• Patch (sometimes called micro): represents the third number in the version number (e.g., 2.1.3); typically incremented any time bugs are fixed.

It’s worth noting that there is significant debate around the appropriate way to apply semantic versioning. After all, there are no rigorous rules to follow when versioning software, so new releases are almost certainly going to cause problems for users regardless of the care we take as developers.

One perspective I found particularly interesting on this topic was from Joey Lynch who argued that major versions should be included directly in the package nameOpens in a new tab.. For Joey, it seems the issue lies with semantic versioning itself and that folks should be moving to a versioning system that causes less headache. In contrast, Hynek Schlawack argues that versioning is always going to be a headacheOpens in a new tab., so it’s on the user of the dependency to be more careful around upgrading. Though, I don’t think Hynek cares for semantic versioning either.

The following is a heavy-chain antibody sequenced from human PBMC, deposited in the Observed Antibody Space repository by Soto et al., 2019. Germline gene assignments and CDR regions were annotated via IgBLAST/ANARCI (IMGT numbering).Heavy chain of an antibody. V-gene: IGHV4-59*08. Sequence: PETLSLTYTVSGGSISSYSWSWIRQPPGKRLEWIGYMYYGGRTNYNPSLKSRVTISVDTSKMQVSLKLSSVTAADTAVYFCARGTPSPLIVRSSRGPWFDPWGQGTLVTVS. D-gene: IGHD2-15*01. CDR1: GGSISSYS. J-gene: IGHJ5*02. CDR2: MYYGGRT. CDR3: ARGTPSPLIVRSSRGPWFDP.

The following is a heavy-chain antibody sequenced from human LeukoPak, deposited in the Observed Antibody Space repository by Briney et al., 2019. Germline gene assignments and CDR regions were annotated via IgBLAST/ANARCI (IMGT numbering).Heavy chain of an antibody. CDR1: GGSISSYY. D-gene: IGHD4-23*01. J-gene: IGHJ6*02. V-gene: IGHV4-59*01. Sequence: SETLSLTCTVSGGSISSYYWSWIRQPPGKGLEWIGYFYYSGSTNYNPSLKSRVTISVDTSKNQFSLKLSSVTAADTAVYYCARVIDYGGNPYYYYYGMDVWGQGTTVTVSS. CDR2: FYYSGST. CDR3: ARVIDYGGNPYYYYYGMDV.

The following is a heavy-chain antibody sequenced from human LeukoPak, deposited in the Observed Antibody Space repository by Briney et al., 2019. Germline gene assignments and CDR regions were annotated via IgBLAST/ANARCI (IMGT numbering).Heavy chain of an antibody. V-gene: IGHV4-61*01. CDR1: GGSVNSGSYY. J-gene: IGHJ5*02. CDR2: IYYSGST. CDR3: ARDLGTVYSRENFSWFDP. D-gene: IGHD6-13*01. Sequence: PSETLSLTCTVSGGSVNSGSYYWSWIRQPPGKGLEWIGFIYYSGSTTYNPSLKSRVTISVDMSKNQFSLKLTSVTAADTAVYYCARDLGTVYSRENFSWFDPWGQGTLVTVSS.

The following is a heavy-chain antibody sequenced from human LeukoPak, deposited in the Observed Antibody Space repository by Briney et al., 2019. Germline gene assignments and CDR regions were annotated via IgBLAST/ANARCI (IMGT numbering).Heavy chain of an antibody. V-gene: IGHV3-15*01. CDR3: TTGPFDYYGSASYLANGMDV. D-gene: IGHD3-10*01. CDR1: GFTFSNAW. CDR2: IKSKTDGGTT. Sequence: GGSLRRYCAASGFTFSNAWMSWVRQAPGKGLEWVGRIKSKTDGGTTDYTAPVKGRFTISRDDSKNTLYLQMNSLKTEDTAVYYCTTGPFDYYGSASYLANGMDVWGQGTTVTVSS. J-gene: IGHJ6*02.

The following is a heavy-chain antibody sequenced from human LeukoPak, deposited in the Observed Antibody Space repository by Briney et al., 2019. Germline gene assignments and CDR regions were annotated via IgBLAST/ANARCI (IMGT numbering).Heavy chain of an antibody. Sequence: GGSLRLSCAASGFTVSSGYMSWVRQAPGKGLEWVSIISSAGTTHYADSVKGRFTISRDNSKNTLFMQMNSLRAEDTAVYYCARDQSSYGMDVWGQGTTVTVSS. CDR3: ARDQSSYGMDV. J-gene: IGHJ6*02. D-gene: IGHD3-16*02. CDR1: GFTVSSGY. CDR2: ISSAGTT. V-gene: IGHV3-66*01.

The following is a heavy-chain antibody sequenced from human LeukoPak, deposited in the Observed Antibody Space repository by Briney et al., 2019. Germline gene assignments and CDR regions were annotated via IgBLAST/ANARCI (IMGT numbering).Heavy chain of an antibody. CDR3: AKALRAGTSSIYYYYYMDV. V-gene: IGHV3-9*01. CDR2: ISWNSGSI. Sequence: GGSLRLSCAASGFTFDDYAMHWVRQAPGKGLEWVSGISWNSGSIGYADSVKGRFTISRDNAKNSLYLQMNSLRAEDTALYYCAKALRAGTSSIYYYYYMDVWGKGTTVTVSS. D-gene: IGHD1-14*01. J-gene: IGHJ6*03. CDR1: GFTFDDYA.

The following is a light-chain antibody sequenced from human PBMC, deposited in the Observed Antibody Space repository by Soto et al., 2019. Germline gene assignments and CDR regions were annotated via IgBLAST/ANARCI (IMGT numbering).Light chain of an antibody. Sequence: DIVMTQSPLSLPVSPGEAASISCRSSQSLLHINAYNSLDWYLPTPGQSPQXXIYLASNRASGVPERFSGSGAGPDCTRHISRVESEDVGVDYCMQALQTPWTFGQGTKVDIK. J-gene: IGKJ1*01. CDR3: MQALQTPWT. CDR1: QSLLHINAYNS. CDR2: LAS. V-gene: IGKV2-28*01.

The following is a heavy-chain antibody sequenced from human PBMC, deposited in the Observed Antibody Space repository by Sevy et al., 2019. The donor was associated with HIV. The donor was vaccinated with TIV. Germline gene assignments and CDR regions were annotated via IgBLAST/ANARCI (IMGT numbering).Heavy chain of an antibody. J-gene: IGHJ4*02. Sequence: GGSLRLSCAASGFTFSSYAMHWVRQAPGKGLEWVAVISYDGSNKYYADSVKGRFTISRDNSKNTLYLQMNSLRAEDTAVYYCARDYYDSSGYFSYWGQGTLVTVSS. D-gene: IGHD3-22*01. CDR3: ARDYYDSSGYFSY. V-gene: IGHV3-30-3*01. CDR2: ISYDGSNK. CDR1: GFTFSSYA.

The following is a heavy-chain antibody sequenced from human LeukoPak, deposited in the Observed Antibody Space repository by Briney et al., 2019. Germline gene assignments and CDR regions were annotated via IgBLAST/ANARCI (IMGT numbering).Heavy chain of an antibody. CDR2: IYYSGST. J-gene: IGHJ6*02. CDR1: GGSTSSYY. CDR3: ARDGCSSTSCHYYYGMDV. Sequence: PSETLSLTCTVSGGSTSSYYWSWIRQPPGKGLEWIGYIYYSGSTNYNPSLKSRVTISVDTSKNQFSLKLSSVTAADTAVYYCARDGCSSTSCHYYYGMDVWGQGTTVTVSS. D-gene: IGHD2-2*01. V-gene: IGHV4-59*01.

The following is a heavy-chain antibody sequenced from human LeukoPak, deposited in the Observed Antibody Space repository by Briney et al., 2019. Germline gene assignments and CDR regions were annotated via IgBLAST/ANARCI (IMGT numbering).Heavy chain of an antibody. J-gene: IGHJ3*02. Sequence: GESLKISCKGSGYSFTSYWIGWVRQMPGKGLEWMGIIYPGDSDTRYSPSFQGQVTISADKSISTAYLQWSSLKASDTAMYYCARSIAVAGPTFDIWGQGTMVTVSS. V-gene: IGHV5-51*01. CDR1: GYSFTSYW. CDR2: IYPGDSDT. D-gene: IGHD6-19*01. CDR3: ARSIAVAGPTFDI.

As for me, semantic versioning is my preferred technique. There just isn’t a versioning technique, outside of Joey’s solution, that seems better to me. As a result, semantic versioning is something I use on all of my Python projects. That said, if you’re interested in what else is out there, keep reading.


While semantic versioning is the technique you probably see most of the time, there are a few others. For example, some projects use a name-based versioning scheme—often mixed with semantic versioning. One project that comes to mind for me is macOs, which names many of its versions after large cats or locations.

Another versioning technique you might see is date-based versioning (with examplesOpens in a new tab.). The idea being that the version number should convey temporal meaning. Usually, these look like semantic versions (e.g., 23.04 for April 2023), but they don’t convey how the software has changed.

While the previous options for versioning are more sophisticated, most folks are probably familiar with the sequential versioning scheme for Word docs and other classroom work. This same technique can be used for software (e.g., v1, v34, etc.).

Python Versioning